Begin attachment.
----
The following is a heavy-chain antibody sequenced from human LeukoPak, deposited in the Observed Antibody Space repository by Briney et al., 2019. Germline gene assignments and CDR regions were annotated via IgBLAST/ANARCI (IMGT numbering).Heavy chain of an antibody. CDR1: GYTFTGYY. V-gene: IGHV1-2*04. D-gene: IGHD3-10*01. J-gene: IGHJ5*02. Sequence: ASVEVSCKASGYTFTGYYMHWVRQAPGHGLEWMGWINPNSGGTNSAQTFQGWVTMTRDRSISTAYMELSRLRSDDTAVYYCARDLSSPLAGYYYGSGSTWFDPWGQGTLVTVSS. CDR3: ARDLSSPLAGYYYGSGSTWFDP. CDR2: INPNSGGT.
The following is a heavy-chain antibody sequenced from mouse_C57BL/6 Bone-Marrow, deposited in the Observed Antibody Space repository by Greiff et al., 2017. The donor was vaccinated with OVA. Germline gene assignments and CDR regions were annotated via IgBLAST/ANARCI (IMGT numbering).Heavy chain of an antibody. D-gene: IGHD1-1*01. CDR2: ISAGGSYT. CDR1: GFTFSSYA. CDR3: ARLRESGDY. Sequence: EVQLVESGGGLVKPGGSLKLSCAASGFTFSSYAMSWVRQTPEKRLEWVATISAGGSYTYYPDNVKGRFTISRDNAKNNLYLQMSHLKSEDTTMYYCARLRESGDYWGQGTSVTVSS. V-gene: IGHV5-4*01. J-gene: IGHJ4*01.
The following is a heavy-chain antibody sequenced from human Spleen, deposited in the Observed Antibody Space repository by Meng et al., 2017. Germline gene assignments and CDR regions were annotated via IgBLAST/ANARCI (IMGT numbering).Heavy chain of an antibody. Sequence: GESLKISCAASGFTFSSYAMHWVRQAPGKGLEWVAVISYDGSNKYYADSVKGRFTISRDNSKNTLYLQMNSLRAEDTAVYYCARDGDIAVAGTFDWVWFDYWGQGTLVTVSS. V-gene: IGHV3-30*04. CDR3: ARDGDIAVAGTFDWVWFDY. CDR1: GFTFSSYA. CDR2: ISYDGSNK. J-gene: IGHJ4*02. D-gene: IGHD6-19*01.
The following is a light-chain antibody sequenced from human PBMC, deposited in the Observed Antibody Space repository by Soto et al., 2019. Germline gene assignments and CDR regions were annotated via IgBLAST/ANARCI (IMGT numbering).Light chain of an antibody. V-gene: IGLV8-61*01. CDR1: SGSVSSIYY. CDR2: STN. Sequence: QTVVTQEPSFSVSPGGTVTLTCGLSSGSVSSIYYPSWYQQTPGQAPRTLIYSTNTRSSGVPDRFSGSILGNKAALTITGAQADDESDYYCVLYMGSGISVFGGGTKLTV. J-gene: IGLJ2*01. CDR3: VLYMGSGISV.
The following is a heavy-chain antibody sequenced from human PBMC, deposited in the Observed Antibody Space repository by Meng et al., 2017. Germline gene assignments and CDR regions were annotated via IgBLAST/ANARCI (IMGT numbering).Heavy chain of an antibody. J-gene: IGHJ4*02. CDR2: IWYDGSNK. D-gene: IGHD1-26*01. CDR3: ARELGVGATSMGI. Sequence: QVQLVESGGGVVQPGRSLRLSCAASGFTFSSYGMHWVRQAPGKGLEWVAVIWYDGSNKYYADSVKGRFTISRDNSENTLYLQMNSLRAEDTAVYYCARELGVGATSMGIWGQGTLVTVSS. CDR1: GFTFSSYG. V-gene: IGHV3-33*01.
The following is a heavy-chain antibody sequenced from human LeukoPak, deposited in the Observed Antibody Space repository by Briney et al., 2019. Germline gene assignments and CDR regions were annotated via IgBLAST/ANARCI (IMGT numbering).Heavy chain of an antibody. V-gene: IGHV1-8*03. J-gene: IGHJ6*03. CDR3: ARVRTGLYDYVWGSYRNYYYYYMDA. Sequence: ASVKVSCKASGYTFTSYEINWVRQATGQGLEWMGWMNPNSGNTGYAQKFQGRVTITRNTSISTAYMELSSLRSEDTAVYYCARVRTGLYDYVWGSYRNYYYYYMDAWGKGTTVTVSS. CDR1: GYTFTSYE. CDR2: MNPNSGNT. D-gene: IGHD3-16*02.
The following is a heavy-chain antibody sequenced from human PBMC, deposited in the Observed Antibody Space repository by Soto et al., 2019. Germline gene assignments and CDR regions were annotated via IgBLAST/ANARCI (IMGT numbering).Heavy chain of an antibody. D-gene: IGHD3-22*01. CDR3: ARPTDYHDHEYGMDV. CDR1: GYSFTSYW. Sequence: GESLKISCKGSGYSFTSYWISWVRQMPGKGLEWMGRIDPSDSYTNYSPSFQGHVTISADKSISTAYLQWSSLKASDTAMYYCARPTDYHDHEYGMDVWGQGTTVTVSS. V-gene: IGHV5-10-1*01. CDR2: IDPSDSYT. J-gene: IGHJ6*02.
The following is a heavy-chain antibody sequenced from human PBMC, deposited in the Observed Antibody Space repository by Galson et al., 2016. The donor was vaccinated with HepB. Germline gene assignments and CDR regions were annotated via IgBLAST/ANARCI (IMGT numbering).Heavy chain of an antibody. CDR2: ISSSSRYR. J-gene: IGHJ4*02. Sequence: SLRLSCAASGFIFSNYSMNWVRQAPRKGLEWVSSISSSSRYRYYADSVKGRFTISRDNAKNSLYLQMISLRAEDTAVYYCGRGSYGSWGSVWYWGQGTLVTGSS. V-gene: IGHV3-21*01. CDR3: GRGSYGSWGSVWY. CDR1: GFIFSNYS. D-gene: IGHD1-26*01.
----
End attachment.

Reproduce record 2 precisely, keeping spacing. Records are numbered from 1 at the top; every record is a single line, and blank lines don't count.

The following is a heavy-chain antibody sequenced from mouse_C57BL/6 Bone-Marrow, deposited in the Observed Antibody Space repository by Greiff et al., 2017. The donor was vaccinated with OVA. Germline gene assignments and CDR regions were annotated via IgBLAST/ANARCI (IMGT numbering).Heavy chain of an antibody. D-gene: IGHD1-1*01. CDR2: ISAGGSYT. CDR1: GFTFSSYA. CDR3: ARLRESGDY. Sequence: EVQLVESGGGLVKPGGSLKLSCAASGFTFSSYAMSWVRQTPEKRLEWVATISAGGSYTYYPDNVKGRFTISRDNAKNNLYLQMSHLKSEDTTMYYCARLRESGDYWGQGTSVTVSS. V-gene: IGHV5-4*01. J-gene: IGHJ4*01.